It’s not hard to see what sets Stonyfield Farm apart from other companies, dairy or otherwise. But what do the folks themselves who make it all work think makes their company unique?
Commitment to the environment, Nancy Hirshberg says. “Healthy food has to come from a healthy planet,” she says. “That’s organic, that’s our wastewater plant, that’s everything that we do. And we do it in a very deep way.”
Steve Inamorati, vice president of supply chain and logistics, agrees: “It’s the way we walk our talk. There are many companies that are just low-cost producers out there. We’re clearly not, by being organic.”
It’s also putting environmental and social responsibility “on an equal footing with long-term profitability,” Kenny adds. “I think we’re finding a way to make them both work. Other companies get into organic as an opportunity — we’re in organic because it’s who we are. It’s taking us a while to educate consumers on what those health benefits are, but it’s an investment we’re making because we feel it is right for us as a company.”
Rolf Carlson, vice president of purchasing, calls it the authenticity of the brand. “Our product is a conduit from the organic producers to the consumers,” he says. “To me, organic is the starting point where we can start having a dialogue about healthy food, protection of the environment, conservation of energy and sustainable agriculture.”
Stonyfield Farm represents more than just doing a job, says Diane Carhart, chief operating officer. “You feel you are working for the greater good,” she says. “We have grown our profitability tremendously as we’ve converted more products to organic. We’ve not taken any steps back to increase profitability, and to do that, you have to be innovative, smarter, thinking all the time.”
Stonyfield Farm History
Started on a Wilton, N.H., farm in the early 1980s, Stonyfield Farm began as an organic farming school committed to teaching sustainable agricultural practices. School founder and chairman Samuel Kaymen was one of the country’s early authorities on organic and bio-dynamic agriculture. Gary Hirshberg, current president and “CE-Yo,” was an environmental activist, windmill-maker, author and entrepreneur when he joined the fold.
At first, the farm sold yogurt only to fund its our school, consisting of a few Jersey cows. Kaymen and Hirshberg milked the cows, made the yogurt, made sales calls and even delivered the yogurt.
As business grew, the team realized a successful yogurt company could serve sustainable agriculture and the environment better than the school could. In 1988, the organization moved 30 miles east to its current location in a custom-designed plant in Londonderry, N.H., just on the outskirts of Manchester.
Proclaiming to be the world’s leading organic yogurt-maker, Stonyfield’s all-natural and organic yogurts, smoothies, cultured soy, ice cream and milk are sold in supermarkets, natural foods stores and colleges nationwide. And of course, efforts continue to promote sustainable agriculture, and protect and restore the environment.
Stonyfield’s mission is to provide the very highest-quality, best-tasting, all-natural and certified organic products; educate consumers and producers about the value of protecting the environment, and of supporting family farmers and sustainable farming methods; serve as a model that environmentally and socially responsible businesses can also be profitable; provide a healthful, productive and enjoyable work place for all employees, with opportunities to gain new skills and advance personal career goals; and recognize our obligations to stockholders and lenders by providing an excellent return on their investment.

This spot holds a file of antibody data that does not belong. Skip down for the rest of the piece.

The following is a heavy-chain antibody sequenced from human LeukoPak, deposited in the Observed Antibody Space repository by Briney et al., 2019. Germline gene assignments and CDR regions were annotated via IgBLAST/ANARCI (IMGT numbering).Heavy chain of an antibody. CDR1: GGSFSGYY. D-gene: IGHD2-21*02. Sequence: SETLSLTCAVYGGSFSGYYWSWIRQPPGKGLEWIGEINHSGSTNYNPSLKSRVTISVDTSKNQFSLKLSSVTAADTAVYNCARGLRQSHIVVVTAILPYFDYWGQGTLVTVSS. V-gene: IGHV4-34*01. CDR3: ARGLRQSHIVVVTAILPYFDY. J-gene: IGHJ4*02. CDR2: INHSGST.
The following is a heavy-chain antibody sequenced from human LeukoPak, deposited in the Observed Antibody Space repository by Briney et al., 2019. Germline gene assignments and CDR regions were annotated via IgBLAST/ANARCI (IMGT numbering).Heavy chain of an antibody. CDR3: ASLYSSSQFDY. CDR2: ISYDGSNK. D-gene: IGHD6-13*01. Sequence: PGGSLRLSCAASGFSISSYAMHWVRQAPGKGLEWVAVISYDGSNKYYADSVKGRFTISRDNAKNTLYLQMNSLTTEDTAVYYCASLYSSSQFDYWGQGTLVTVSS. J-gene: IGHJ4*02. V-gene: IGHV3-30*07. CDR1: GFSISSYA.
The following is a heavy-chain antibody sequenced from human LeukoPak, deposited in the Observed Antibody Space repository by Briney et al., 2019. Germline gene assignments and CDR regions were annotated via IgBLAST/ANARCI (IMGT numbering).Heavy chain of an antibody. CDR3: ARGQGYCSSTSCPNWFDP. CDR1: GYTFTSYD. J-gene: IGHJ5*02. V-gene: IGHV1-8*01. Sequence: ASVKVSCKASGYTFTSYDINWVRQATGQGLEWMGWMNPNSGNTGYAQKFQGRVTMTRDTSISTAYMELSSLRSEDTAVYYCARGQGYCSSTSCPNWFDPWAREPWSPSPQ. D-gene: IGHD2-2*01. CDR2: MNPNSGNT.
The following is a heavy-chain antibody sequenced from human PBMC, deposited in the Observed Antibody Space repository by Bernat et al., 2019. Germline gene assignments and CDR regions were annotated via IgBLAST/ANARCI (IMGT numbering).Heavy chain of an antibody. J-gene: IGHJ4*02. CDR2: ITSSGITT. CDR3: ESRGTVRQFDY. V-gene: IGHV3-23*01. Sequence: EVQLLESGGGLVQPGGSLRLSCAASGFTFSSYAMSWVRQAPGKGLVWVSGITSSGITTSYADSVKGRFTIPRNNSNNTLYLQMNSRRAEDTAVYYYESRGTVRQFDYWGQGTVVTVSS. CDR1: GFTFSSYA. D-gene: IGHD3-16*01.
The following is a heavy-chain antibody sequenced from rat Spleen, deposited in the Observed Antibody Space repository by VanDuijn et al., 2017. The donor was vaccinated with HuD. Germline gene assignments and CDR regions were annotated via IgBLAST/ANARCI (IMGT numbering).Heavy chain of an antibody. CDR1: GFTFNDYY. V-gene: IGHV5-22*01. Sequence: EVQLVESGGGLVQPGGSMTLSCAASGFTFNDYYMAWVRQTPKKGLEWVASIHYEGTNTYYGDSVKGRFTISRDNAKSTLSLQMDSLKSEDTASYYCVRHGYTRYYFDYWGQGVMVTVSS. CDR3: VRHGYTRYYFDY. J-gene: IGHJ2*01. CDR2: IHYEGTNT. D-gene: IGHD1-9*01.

2006 Processor of the Year
For helping drive demand for organic dairy products as well as cultured dairy overall, developing innovative new products, promoting the healthful and functional aspects of dairy foods, and expanding U.S. dairy entrepreneurship to overseas markets, Dairy Field has selected Stonyfield Farm as its 2006 Processor of the Year.
Criteria for the honor include industry leadership, business initiatives, marketing achievements, technological advances and relations with employees, suppliers and the community.
The third top-selling yogurt brand in the United States (right behind that of its majority owner), Stonyfield Farm is a pioneer in two of the strongest growth segments in the dairy industry: cultured products and organics. Its three-decade commitment to what it regards as the purest form of yogurt and its role in health and wellness is returning strong dividends as the industry feels the ripple effects.
Pushing the limits of yogurt’s functional qualities, Stonyfield Farm has been at the forefront with its use of the probiotic fiber inulin, its YoBaby line of yogurt products specifically formulated for the needs of infants and toddlers, and its development of smoothies to expand the appeal of yogurt through convenience and portability.
Furthering its role as a standard-bearer of organic dairy, Stonyfield Farm’s name can now be found on a line of organic milk and ice cream products, available nationally along with its yogurts. Acquisition of the Brown Cow yogurt brand has allowed Stonyfield to extend its influence to the opposite coast from its New England home base.
Most recently, Stonyfield has further leveraged the resources of majority owner Groupe Danone in bringing its business model overseas. With a stake in Ireland’s leading organic dairy, the company has launched Stonyfield Europe, and is already fielding a new crop of products distinct from its U.S. counterparts but developed using the same philosophies.
Beyond the dairy industry, Stonyfield Farm has become well known for its commitment to environmental issues, nutritional education and promotion of healthier foods in school vending.
DF will present its 2006 Processor of the Year Award to Stonyfield Farm at the 2007 Dairy Forum in Orlando, Fla., in January.$OMN_arttitle="Sticking to the Basics";?>